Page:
Integrating procurement into the business is vital if you want to control purchasing processes, a conference was told.
Nick Ralphs, interim head of purchasing strategy and performance at RBS, said this had been a key achievement in his previous role at insurer Direct Line Group during the period it began to be divested from RBS, and where procurement had been "operating one or two levels below executive on the whole".
Speaking at eWorld Purchasing and Supply, Ralphs said at Direct Line, where there was supplier spend of £1.8 billion, 70 per cent of contract decisions were taken at board level. This happened at weekly sign-off meetings, but it could take six months before a project got signed off. "The executive oversight was too late," he said. "We were quite inefficient.
"Although we had that meeting every week on a Tuesday, every week someone would phone up on Wednesday or Thursday saying, I need to get sign-off."
Ralphs changed the system and set up four category committees, covering technology, claims, business services and marketing, each chaired by a member of the executive and meeting on a monthly basis. "Straight away we had a body of people chaired by someone who could approve," he said.
A two-stage process was also adopted where first a need was identified and a financial forecast completed before it was signed off by the committee, or sent to the CEO or finance director if necessary. The second stage involved doing the sourcing work.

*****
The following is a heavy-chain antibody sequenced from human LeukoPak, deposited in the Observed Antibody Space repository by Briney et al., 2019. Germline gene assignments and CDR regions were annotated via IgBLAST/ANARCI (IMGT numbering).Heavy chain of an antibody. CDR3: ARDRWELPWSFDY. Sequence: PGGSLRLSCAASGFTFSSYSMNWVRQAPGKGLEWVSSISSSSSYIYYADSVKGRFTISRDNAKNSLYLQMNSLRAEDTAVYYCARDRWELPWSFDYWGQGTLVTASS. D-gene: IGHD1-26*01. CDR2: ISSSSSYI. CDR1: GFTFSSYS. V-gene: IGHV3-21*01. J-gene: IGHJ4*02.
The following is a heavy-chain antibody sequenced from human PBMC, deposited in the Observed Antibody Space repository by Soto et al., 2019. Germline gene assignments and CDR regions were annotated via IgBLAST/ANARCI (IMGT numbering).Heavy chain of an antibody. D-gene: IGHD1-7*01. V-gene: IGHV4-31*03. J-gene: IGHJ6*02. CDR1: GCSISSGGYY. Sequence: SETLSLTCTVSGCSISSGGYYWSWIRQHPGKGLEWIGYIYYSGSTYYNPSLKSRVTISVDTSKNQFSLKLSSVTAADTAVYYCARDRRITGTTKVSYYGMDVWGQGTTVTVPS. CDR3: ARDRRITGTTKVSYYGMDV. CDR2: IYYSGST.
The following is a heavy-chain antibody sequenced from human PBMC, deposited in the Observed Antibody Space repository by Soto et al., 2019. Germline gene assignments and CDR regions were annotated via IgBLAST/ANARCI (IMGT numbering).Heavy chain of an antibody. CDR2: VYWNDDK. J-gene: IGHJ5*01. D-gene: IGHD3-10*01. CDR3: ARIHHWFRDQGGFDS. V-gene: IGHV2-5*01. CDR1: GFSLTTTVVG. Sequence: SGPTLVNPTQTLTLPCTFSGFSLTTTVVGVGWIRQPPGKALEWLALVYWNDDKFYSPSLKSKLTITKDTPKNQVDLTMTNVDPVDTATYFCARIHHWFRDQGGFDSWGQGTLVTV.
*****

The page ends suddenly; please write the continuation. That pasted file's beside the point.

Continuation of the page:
"It became a lot less painful, the whole process, and it integrated procurement with the business at an executive level," said Ralphs.
"If you want to control purchasing processes you need purchasing to be integrated into the business."
In his current role Ralphs said he was part of work to divest a number of RBS branches that will be branded Williams & Glyn, a consequence of the bailout the bank received from the UK government following the 2009 financial crisis.
He said he had taken a different approach to risk with the new bank compared to RBS, which has set procedures that must be completed whatever the tier of the supply chain.
Doing away with a "generic approach", he has replaced the terminology of tiers by grouping suppliers into five categories - material outsourcing, customer critical, information security, associated parties and offshore - with differing requirements for each.
Ralphs said there were fewer "mandatory things" for contract managers but more individual responsibility. "You have to start using your judgement," he said. "We're upping the ante for people on contract management."